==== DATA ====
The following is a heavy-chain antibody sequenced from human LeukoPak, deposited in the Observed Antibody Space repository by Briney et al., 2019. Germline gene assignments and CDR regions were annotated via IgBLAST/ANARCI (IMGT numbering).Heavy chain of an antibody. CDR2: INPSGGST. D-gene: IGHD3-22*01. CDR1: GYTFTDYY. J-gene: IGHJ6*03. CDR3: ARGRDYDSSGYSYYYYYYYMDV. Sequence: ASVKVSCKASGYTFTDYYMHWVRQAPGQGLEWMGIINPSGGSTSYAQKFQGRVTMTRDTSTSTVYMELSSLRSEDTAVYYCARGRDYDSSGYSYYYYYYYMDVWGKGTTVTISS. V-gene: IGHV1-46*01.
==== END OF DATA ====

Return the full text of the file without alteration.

The following is a heavy-chain antibody sequenced from human LeukoPak, deposited in the Observed Antibody Space repository by Briney et al., 2019. Germline gene assignments and CDR regions were annotated via IgBLAST/ANARCI (IMGT numbering).Heavy chain of an antibody. CDR2: INPSGGST. D-gene: IGHD3-22*01. CDR1: GYTFTDYY. J-gene: IGHJ6*03. CDR3: ARGRDYDSSGYSYYYYYYYMDV. Sequence: ASVKVSCKASGYTFTDYYMHWVRQAPGQGLEWMGIINPSGGSTSYAQKFQGRVTMTRDTSTSTVYMELSSLRSEDTAVYYCARGRDYDSSGYSYYYYYYYMDVWGKGTTVTISS. V-gene: IGHV1-46*01.